Standard Bank's Craig Bond on Sino-Africa financing

Standard BankÆs China chief executive Craig Bond discusses the surprising popularity of infrastructure finance and the bankÆs trade services in China.

Say "Standard Bank" in Asia and most people think you mean Standard Chartered -- a common misconception that Craig Bond, chief executive of Standard Bank in China, is keen to correct. While the institutions do have a common heritage, South Africa-based Standard Bank is determined to become the go-to bank for transactions between Africa and Asia.

"During the first six months in China, no one knew who we were; we were always asked 'do you mean Standard Chartered?'" said Bond. "Now it's 'oh Standard Bank, the African bank.'"

Standard has spent the better part of the past two years, since the Industrial and Commercial Bank of China (ICBC) took a $5.5 billion equity stake in it, building on its name. Last month, it signed a $1 billion loan facility with four Chinese financial institutions (Bank of China, China CITIC Bank, China Development Bank and ICBC Macau) and in May the bank joined ICBC in arranging a $1.6 billion financing for a power plant in Botswana -- the first completed African infrastructure financing solution to come out of China.

"We want to move from being a trading bank, which is really what we have done before, to a full-service Asian investment bank," said Bond, adding that infrastructure finance has proved the bank's most popular offering in China.

"The big short-term needs in Africa are around project finance, and big Chinese contractors want to win tenders there and they need assistance and advice on how to do that," said Bond. "This came as a surprise to us."

Over the past few years, China has provided billions of dollars to African infrastructure projects in what many have called an exchange for natural resources rights. While this is undoubtedly true in certain cases, Bond said he sees different factors driving China's interest.

"China is looking to refresh the infrastructure of Africa with the long-term view that, with good infrastructure, economies will be able to prosper and create a new market for Chinese goods," he explained. Of course, with so many Chinese companies bidding in tenders for those projects, the support is not completely selfless.

While project finance stands out for Standard in China, the core of its business is still trade. However, this presents its own difficulties. "The challenge that one finds with China in particular is that the trade requires quite a complex structure because it's often for take-offs that haven't been mined yet," said Bond. "While there will always be the regular trade services business, we're often not looking at vanilla transactions. Chinese customers are asking us to come up with clever derivative strategies, hedging methodologies and futures transactions."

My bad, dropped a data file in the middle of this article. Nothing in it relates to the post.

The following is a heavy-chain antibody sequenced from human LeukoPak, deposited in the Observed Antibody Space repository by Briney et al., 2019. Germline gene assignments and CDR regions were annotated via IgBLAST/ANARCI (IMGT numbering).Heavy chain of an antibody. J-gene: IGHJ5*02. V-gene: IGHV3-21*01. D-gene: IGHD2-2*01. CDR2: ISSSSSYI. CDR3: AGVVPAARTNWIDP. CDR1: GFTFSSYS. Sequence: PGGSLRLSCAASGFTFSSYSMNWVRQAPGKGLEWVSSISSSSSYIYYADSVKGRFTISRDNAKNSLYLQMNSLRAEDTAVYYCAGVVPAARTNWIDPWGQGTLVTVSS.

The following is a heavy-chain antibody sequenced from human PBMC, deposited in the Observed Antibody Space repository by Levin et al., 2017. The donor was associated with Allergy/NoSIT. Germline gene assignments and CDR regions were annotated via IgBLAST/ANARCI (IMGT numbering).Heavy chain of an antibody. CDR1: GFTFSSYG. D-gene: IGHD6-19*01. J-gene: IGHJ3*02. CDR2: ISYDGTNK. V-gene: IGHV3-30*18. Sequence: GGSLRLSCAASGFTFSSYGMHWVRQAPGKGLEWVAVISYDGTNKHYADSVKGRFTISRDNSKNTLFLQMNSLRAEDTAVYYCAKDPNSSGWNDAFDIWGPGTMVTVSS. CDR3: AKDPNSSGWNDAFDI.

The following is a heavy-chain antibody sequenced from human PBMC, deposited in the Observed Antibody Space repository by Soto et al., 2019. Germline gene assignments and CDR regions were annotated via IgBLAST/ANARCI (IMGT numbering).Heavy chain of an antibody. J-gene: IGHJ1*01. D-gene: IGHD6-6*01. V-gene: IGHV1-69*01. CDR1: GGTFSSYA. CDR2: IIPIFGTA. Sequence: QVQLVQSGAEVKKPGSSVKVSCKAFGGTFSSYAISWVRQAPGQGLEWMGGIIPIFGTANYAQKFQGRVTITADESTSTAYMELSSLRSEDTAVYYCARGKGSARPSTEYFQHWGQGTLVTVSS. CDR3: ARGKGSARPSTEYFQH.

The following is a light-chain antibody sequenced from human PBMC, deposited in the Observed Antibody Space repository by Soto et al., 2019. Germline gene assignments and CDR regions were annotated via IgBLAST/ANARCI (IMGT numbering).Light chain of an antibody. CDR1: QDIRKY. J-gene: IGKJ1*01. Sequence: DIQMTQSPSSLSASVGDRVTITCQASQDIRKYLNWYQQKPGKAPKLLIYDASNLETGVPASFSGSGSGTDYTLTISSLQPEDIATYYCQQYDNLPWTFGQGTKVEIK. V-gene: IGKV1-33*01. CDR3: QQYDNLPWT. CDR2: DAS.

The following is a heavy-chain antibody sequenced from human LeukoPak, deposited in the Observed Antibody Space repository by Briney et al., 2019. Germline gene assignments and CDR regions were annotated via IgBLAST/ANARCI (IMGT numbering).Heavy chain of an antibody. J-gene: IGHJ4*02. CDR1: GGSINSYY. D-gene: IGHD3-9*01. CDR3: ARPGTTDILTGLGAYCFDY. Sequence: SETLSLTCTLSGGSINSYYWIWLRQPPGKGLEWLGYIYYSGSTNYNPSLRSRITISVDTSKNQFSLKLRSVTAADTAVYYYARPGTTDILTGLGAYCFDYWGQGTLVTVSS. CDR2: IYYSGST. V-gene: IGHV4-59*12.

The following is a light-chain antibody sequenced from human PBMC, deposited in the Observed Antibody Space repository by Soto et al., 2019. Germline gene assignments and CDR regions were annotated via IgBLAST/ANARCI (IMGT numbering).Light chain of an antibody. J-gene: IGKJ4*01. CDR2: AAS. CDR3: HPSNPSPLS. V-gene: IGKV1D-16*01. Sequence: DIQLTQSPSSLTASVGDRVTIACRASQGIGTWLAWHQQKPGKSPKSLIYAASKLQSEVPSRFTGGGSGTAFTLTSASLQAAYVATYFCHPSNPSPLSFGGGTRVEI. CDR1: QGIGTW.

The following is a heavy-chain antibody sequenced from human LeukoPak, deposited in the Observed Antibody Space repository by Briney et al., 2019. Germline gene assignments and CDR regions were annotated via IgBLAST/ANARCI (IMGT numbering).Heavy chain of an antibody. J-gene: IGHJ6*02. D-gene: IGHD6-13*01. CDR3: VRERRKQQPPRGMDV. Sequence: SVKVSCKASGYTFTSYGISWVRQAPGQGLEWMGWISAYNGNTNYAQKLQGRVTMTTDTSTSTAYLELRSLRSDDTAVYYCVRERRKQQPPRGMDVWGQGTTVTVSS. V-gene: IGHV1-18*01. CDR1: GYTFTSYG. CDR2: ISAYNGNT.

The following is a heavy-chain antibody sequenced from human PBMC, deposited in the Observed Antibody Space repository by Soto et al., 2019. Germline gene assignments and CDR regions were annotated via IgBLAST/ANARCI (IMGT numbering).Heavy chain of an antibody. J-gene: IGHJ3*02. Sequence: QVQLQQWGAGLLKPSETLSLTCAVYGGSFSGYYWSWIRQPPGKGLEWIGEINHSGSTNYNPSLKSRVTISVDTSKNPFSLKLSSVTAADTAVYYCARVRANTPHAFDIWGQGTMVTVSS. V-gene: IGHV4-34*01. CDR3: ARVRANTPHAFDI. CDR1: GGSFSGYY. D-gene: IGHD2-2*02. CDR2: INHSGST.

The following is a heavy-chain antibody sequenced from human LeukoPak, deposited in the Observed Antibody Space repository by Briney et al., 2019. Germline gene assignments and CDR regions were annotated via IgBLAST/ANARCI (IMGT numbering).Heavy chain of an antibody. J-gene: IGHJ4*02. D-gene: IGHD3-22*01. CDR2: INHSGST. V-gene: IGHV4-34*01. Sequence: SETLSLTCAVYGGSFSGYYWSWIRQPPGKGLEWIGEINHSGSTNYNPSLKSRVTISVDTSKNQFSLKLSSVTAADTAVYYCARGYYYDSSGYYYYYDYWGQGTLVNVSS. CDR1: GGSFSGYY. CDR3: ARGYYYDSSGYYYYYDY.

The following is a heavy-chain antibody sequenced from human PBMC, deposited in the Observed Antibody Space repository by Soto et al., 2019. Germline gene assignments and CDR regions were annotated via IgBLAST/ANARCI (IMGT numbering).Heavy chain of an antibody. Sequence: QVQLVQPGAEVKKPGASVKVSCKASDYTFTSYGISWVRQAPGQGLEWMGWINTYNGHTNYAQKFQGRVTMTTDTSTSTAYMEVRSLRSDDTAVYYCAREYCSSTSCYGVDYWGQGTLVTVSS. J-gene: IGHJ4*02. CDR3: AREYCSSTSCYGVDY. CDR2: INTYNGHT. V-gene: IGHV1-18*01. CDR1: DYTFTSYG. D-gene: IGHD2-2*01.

Standard has both a traditional trade services team to handle letters of credit and other vanilla transactions, and a structured trade team to work on more complex solutions.

According to China's Ministry of Commerce, Sino-African trade totalled $106.8 billion in 2008, up more than 10-fold from $10 billion at the beginning of the decade.

From Bond's vantage point, he has a good view of Chinese interest in Africa. "Just in the last six weeks, there has been quite a big demand on our trade advisory services to start putting the funding and processes in place to fund big resources trade flows from Africa to China," he said. While short on details, he said deals in the works include oil and gas, iron ore and copper, and mandates to search for platinum and various nuclear resources.

According to Bond, Standard is well placed to help Chinese, and Asian, companies search for resources in Africa because of its connections with "juniors" -- newer mining companies that don't have the scale of the BHP Billitons or Anglo-Americans of this world but still have access to abundant resources.

Looking ahead, the bank wants to expand its emerging market footprint and has its eyes set on the Bric (Brazil, Russia, India and China) countries. In addition to its China business, Standard received approval last month to acquire a 33% stake in Russian investment bank Troika.

"There are probably two countries where we'd like to do bigger things in the future, those being Brazil and India," said Bond. "The reality is we have decided to bed down our Troika relationship, make sure our Nigerian operations continue to prosper and continue on our China strategy. At this point, India is going to take some time."

He explained that some of the $1 billion the bank recently raised in China has gone to expansion in Brazil and India, including the hiring of top investment bankers to target infrastructure and structured trade finance in Brazil.

In Asia, Standard is active outside of Greater China with offices in Kuala Lumpur, Singapore and Tokyo. It is also eyeing expansion opportunities in resource-rich countries such as Indonesia.

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